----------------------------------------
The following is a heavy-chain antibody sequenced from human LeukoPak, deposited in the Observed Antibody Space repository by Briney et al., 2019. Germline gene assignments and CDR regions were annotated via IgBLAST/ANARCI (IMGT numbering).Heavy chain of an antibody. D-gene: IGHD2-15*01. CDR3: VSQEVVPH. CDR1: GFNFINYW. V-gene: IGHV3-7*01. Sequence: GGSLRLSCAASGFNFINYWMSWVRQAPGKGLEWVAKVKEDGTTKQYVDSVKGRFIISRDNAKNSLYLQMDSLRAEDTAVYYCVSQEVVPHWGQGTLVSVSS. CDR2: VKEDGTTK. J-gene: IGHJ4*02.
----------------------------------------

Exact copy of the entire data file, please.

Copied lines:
The following is a heavy-chain antibody sequenced from human LeukoPak, deposited in the Observed Antibody Space repository by Briney et al., 2019. Germline gene assignments and CDR regions were annotated via IgBLAST/ANARCI (IMGT numbering).Heavy chain of an antibody. D-gene: IGHD2-15*01. CDR3: VSQEVVPH. CDR1: GFNFINYW. V-gene: IGHV3-7*01. Sequence: GGSLRLSCAASGFNFINYWMSWVRQAPGKGLEWVAKVKEDGTTKQYVDSVKGRFIISRDNAKNSLYLQMDSLRAEDTAVYYCVSQEVVPHWGQGTLVSVSS. CDR2: VKEDGTTK. J-gene: IGHJ4*02.